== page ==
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Fuel price hike: time to play RON

KARACHI:

We are faced with a high cost of living as Inflation, or the cost of goods and services, is going up with every passing day. In a matter of a few days, the price of petrol has increased by Rs15. In his recent national address, Prime Minister Imran Khan predicted this rise as well as the eminent gas shortage in winter season. Moreover, we should remain prepared to buy expensive electricity in the near future. Incredible as it may seem, the reality is that people are taking inflation in their stride, and there is nothing even close to what this country saw during President Ayub’s era when a rise of Rs1 in the price of sugar was such a big pinch that protests erupted at a huge scale which eventually led to Ayub’s departure.
The prevailing price hike in the country has broken the record of the past 70 years. According to the Federal Bureau of Statistics, in the last three years, electricity tariff has risen by 57%, petroleum products registered an increase of 49%, the cost of edible oil soared by 133%. Similarly, rates of sugar, flour, chicken and beef have gone up by 83%, 52%, 60% and 48% respectively.
In addition, rupee was devalued against the dollar to Rs175 from Rs121. If that was not enough, the government has also been unable to make any policy to determine the energy needs of its people.
The most worrisome hike is usually in the price of petroleum products. In a layman’s view, any increase in the price of petroleum products is accompanied by a corresponding rise in the prices of staple foods and other goods and services, which is not entirely wrong.
To offset the effect of the price rise, the government has slashed the petroleum levy which is a good step.
However, to say that the government has exhausted all its options to keep the prices of petroleum products on the lower side would be incorrect. One area is still untapped and if unravelled, it can make a huge difference in energy prices.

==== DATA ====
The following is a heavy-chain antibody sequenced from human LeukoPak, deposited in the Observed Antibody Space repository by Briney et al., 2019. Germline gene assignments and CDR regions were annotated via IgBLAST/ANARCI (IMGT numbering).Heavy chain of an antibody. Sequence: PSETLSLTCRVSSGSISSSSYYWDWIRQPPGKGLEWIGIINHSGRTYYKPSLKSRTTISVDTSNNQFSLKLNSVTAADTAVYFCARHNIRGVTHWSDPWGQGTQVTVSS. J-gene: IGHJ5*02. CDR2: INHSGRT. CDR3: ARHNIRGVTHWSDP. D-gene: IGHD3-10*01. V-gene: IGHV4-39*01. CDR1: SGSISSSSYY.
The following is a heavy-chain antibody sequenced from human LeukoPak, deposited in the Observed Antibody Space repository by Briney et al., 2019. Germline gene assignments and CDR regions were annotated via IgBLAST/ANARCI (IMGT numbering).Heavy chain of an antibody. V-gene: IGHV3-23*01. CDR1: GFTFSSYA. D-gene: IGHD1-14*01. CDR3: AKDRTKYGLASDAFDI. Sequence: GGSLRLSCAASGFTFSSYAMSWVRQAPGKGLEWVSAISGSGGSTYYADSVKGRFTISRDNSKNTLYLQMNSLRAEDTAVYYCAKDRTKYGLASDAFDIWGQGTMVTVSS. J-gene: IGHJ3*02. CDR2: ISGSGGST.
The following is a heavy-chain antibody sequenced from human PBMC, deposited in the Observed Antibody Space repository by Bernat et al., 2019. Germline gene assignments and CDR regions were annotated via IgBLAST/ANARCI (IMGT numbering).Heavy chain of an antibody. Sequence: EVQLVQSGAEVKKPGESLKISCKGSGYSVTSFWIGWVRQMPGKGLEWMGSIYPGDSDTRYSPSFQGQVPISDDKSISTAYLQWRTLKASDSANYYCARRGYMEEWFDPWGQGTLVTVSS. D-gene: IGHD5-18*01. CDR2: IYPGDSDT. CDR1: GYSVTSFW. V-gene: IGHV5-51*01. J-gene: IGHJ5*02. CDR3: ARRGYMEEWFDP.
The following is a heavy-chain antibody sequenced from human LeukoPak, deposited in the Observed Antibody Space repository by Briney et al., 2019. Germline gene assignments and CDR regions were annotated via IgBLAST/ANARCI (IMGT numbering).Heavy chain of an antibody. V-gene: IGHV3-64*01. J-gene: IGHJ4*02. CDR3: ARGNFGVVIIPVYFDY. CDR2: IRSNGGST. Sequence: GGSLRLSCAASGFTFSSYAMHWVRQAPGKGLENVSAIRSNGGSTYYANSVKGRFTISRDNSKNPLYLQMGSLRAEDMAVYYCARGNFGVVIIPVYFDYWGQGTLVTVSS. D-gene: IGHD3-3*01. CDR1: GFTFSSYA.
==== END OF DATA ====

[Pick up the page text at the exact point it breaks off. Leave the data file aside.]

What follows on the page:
To be at par with the international norms on clean environment, Pakistan’s government made it mandatory to switch to using Euro 5 RON 92 fuel—having ultra-low sulphur—in January 2021. We must undoubtedly keep the climate clean and protect the environment from getting infected with excess carbon but not at the cost of adding more people to the poverty segment. There is a high premium attached to the use of refined fuel of Euro 5 specification, which makes it an expensive option.
However, if the government decides to buy RON 88 or 90 fuel, it can bring the prices down considerably. Alternatively, the government can sell both Euro 5 RON 92 fuel and RON 88-90 fuel on petrol stations. The price differential between both kinds of petrol would be somewhere between Rs2-3 per litre. The leadership could leave it to the people to decide which fuel they want for their cars. It would also give a breathing space to the local refineries, which are unable to produce Euro 5 petrol and resort to increase the specification using different means. Out of the 19.9 MMT consumption requirement of petroleum products, 70% is met through imports whereas 30%, or 417,400 barrels per day, is produced locally by the five refineries.
When Prime Minister Imran Khan decided to introduce smart lockdown during peak of Covid-19 pandemic in Pakistan in 2020, the justification he gave was “if a complete lockdown is imposed, people will die of hunger if not from coronavirus.” The same justification applies to using RON 89 fuel. Carbon is not as dangerous as poverty or hunger. In any case, Pakistan is not a high CO2 producing country. Our share in ruining the sanctity of climate is minuscule. We can afford to wave off the climate challenge, at least for a year, until the inflationary pressure on our economy reduces.
Prime Minister Imran Khan has once again announced the so-called revolutionary aid package to offset the effect of inflation on the common man. Notwithstanding the necessity of aid packages as social security nets, the economy is in dire need to be reshaped. Prices of goods and services can also be managed if the purchasing power is increased through policy initiatives that support developmental projects.
Over the years, different governments have chalked out several guidelines to rescue Pakistan’s economy from its shambolic state. However, in the absence of strategic and methodical thinking, identification of an economic mix that best suits Pakistan would be difficult. It is a matter of shame that our economic planner cannot forecast, assess and arrange for the winter energy needs of the country. Three years down the road, the Pakistan Tehreek-i-Insaf (PTI) government has not put the genie of energy shortage back in the bottle.
Ahmad Waqar is an Expert in Petroleum and Energy sector and has a wide range of experience in international trading
 
Published in The Express Tribune, November 8th, 2021.
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